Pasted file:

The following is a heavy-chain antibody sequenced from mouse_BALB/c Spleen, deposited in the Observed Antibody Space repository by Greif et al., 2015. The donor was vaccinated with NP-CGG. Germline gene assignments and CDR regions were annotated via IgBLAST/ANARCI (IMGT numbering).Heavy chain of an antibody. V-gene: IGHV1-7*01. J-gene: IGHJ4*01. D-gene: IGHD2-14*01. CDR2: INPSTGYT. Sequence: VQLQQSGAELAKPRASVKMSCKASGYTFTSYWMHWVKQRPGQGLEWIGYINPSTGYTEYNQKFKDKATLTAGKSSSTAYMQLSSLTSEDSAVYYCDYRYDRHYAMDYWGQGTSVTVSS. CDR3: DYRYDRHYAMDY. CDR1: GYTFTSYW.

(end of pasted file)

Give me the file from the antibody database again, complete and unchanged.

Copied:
The following is a heavy-chain antibody sequenced from mouse_BALB/c Spleen, deposited in the Observed Antibody Space repository by Greif et al., 2015. The donor was vaccinated with NP-CGG. Germline gene assignments and CDR regions were annotated via IgBLAST/ANARCI (IMGT numbering).Heavy chain of an antibody. V-gene: IGHV1-7*01. J-gene: IGHJ4*01. D-gene: IGHD2-14*01. CDR2: INPSTGYT. Sequence: VQLQQSGAELAKPRASVKMSCKASGYTFTSYWMHWVKQRPGQGLEWIGYINPSTGYTEYNQKFKDKATLTAGKSSSTAYMQLSSLTSEDSAVYYCDYRYDRHYAMDYWGQGTSVTVSS. CDR3: DYRYDRHYAMDY. CDR1: GYTFTSYW.